I wanted to leverage my respect for the corporate world with our knowledge of the nonprofit realm. The question was, how could we help companies with their bottom line?

So, how do you do that?

We help organizations with their bottom line by creating a more positive image based on genuine, long-term relationships with nonprofits. Their employees feel good about their companies' involvement in strategic partnerships, gift matching, grants, volunteer events. This helps with employee retention and even client adoption. We help them with their CSR strategy, their operations, the vetting of nonprofits, client service questions with employees, and most essential, setting up CSR operations in each city, which can be scaled to other cities.

What is your vision for the world?

Our vision at UniversalGiving is to: "Create a world where giving and volunteering are a natural part of everyday life." And at the core of that, each one of these connections through the UniversalGiving Web site contributes to service, and then peace. World peace happens through one-on-one connections. If one person at UniversalGiving can connect with another and increase their understanding, compassion, respect for others, then we are on our way to a world that recognizes, and lives, peace.

Pamela, that's a pretty strong calling. Would you mind sharing with us how you got started on this pathway?

Service has definitely been a thread throughout my life, which I saw with my parents and how they helped others in so many ways. They were and are models to me of loving, giving people. Over the years, I have learned that service is about how you treat people, and that it's not just volunteering. It's how you listen, serve, help, and even build together with others. I did have a pivotal moment at an early age when this idea of service became embedded in my life.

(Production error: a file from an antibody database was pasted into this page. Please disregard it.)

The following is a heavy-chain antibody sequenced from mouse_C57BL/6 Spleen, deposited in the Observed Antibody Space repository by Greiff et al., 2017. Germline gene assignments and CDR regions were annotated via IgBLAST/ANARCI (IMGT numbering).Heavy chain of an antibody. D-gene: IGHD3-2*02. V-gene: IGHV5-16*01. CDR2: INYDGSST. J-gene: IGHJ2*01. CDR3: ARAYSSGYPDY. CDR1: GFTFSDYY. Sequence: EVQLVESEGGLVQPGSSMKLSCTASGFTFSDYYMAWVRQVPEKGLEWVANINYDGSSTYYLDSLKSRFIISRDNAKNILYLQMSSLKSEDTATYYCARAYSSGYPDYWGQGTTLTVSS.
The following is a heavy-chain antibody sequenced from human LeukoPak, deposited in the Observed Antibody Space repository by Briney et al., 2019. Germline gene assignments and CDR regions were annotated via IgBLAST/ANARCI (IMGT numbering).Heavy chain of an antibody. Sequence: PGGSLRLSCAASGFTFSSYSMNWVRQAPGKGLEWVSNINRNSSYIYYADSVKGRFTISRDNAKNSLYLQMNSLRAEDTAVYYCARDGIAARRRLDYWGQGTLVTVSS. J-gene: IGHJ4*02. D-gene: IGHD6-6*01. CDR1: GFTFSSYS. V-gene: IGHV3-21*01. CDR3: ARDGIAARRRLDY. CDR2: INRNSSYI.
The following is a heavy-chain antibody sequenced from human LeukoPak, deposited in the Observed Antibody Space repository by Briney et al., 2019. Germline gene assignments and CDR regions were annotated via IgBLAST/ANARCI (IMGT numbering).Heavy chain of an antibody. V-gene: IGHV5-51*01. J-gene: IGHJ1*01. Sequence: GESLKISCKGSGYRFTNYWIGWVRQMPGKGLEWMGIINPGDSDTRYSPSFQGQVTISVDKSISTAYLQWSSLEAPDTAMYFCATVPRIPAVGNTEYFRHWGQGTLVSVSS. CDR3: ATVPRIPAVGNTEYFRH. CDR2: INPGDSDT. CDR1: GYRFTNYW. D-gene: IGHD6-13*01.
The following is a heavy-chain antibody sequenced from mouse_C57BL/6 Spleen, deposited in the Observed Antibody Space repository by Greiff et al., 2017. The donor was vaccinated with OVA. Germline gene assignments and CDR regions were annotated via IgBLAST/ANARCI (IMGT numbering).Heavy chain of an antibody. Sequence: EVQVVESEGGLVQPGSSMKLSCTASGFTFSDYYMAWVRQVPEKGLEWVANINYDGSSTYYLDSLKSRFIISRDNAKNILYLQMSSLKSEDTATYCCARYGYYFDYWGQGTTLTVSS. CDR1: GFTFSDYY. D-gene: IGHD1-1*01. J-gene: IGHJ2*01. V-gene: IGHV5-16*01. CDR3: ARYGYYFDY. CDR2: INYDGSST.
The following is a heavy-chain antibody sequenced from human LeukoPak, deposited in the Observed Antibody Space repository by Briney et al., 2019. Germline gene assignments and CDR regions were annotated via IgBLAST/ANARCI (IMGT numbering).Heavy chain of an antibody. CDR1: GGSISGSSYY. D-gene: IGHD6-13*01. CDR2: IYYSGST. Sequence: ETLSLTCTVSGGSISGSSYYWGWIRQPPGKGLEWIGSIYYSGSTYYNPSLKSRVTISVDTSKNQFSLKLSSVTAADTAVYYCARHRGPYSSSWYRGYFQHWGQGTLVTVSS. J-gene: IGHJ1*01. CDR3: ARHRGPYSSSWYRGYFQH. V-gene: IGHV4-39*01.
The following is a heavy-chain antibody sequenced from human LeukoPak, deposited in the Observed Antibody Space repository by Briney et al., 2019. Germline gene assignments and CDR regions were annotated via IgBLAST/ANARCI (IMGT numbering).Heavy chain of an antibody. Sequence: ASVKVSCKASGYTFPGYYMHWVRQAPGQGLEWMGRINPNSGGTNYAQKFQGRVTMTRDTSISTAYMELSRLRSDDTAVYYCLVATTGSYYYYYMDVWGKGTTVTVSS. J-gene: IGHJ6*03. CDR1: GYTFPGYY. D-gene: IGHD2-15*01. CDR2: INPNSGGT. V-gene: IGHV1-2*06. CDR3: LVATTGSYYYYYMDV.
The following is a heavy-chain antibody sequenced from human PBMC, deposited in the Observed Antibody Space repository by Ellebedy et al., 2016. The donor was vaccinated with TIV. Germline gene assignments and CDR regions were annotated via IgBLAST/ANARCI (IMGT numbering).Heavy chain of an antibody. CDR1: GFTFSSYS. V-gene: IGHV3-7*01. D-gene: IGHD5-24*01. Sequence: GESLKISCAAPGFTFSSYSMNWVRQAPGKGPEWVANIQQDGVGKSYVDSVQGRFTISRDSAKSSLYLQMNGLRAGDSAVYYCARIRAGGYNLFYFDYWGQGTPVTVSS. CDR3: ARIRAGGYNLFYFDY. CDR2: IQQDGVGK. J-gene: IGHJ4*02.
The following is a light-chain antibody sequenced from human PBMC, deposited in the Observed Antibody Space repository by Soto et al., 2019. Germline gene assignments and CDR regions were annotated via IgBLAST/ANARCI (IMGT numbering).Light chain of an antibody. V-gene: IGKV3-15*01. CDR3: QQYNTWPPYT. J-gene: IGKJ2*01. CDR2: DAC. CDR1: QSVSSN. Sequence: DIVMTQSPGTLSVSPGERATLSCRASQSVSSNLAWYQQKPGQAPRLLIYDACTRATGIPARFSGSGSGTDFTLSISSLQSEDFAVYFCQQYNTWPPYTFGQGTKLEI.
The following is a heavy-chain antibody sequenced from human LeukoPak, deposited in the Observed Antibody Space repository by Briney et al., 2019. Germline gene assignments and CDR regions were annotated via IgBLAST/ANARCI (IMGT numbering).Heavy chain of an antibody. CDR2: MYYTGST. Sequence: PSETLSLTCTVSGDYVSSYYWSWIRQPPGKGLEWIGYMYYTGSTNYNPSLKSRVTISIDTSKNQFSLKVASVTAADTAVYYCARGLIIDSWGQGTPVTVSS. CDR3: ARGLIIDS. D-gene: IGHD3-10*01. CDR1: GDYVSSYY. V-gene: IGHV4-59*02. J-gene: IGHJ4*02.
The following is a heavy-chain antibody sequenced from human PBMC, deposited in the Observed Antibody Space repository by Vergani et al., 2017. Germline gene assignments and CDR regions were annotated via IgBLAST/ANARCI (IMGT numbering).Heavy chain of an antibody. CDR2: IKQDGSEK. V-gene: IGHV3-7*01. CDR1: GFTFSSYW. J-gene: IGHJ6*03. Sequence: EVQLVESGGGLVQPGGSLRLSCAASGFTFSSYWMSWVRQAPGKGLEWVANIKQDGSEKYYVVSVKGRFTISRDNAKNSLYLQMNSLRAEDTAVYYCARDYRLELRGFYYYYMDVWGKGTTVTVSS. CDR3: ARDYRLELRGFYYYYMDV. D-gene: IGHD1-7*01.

We were on a family vacation in Mexico, near a traditional marketplace. My father and I wandered off, and just a few paces away we were confronted with a cul-de-sac of unwashed, handicapped, begging children. I remember the word "UNACCEPTABLE" flashing across my mind. So I began volunteering at the age of 12 and continue to do so all over the world as an adult: working on microfinance in India, with handicapped individuals in Cambodia, farmers in Guatemala, and earthquake survivors in El Salvador.

These have been some of the most meaningful experiences I've had in my life, and they have instilled an overwhelming sense of gratitude in me. Not only can we help, but we also have much to learn from people all over the world. Truly, those who give also receive. It's a continuous, humble circle of service, which I believe will lead to greater world peace and understanding.

Thank you Pamela. This has been a truly inspiring interview! Readers, you may contact Pamela at phawley@universalgiving.org and www.universalgiving.org.

Readers, please share your comments and reflections on giving and receiving with me.